A powerful resume says a lot about you.
One can perceive a lot by just reading your resume—from your aspirations to goals in life, your growth potential, coachability and capacity.
The first thing that a hiring manager will see is usually your aspirations and goals.
Therefore, instead of fussing over aesthetics matter, you should focus on the content.
Make sure your resume shows the value you will bring to the company.
Specifically, on how you can be an asset to the organisation.
Think of it as a first date, or the first parents visit.
You would not want them to like you enough to want to continue their association with you.
Similarly, your resume is that first impression.
A resume is the first invaluable chance for the hiring manager to decide whether to meet with you. The reason for them to want to find out more about you in person.
So if you’re looking for the things that make a powerful resume, then this article is for you.
1. A noteworthy objective statement
An outstanding design format or flowery graphics will make it difficult for the hiring manager to read. As it may distract their eyes from the more important stuff like the text.
Therefore, your objective statement must clearly and concisely show
- the position you want,
- with what experience you have,
- for how long, and
- the unique values can bring to the table.
A good objective statement must answer the job description of the position that you are applying for.
While a great objective statement shows how you and the organization will work together and further each other’s goals.
2. Skills and Areas of Competencies
Carefully read the job description.
Then, list down the skills that you have to match the job.
You can further attract the attention of your potential employer by indicating your specific skills set that is relevant to the position that you are applying for.
Feel free to include other relevant skills but always justify them with tangible statistics and figures.
For example, you may indicate how a marketing project that you spearheaded had achieved or even surpassed its goals in terms of an increased sales value or growth percentage.
3. Accomplishments and initiatives
For every position that you have held in an organisation, list down the measurable ways where you have helped the company improve.
How did you change the way your team worked for better efficiency or turned a contentious incident into one of success?
Precisely deliver the message of how you interact with your past colleagues will show your future employer
- how you can fit into the social environment of the organisation,
- the way you handle circumstantial situations,
- your influential skills on others,
- whether you can follow orders when needed, and
All of these could be easily revealed throw the accomplishments or work experience section. It is a matter of how you write them to make a powerful resume.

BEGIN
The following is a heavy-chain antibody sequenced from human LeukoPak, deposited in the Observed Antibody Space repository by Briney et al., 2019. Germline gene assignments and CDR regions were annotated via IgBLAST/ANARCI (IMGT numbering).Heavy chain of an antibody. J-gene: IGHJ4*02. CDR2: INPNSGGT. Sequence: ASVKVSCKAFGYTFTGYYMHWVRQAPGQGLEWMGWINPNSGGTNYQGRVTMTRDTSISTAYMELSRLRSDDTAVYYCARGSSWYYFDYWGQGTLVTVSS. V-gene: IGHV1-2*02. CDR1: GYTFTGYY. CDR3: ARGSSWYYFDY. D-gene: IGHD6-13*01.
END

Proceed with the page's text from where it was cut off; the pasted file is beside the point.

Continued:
Aside from your work experience, you should include activities that you do outside of work.
For example, you may be part of a volunteer group for the needy or other non-profit organisations.
If you have any volunteer roles that have helped improve your professional skills, do not forget to include them in your resume as well.
Sometimes your activities outside of work may show your
- leadership skills,
- capacity for greater things,
- other skills that were not used during work that may elevate your position for greater roles,
- powerful network, and
Therefore, never underestimate your passion and hobbies outside of work. These are the things that allow you to create a powerful resume that can land you an interview.
5. Who you are
In summary, your resume must indicate the other roles and skills that make you the best candidate for the job.
Avoid duties and responsibilities that are not within your scope because they will only serve as a distraction.
There are irrelevant things that must not be included in your resume depending on the type of job that you are applying for.
Including unrelated job experiences and accomplishments in your resume will only make hiring managers think that you do not fully understand the job requisition.
Therefore, may lead to the dismissal of your application altogether.
Also, do not include information just for the sake of including them to ‘supplement’ your resume.
This will only lead to complications when you’ve been found out that you have not been honest in your resume.
A powerful resume is honest. What you need is the right words and phrases to use to better explain who you truly are.
6. Your digital footprint
Last but not least, most of us have a digital presence one way or another.
Whether it be Facebook, Twitter, Snapchat, LinkedIn, or others
A hiring manager can simply search for you online.
Even if you do not have any social accounts, your friends may ‘tag’ you on a photo or a post online.
So remember to Google yourself. Understand what will be shown typically.
If you do not like what you see, change it.
If you do but may not be suitable for your new workplace, then be sure to have an honest yet acceptable answer to any of your online presence.
For more information on your digital footprint, read more on my site at https://www.linkedin.com/in/amostay/.
Simply put, just be your best self and that will show through your powerful resume.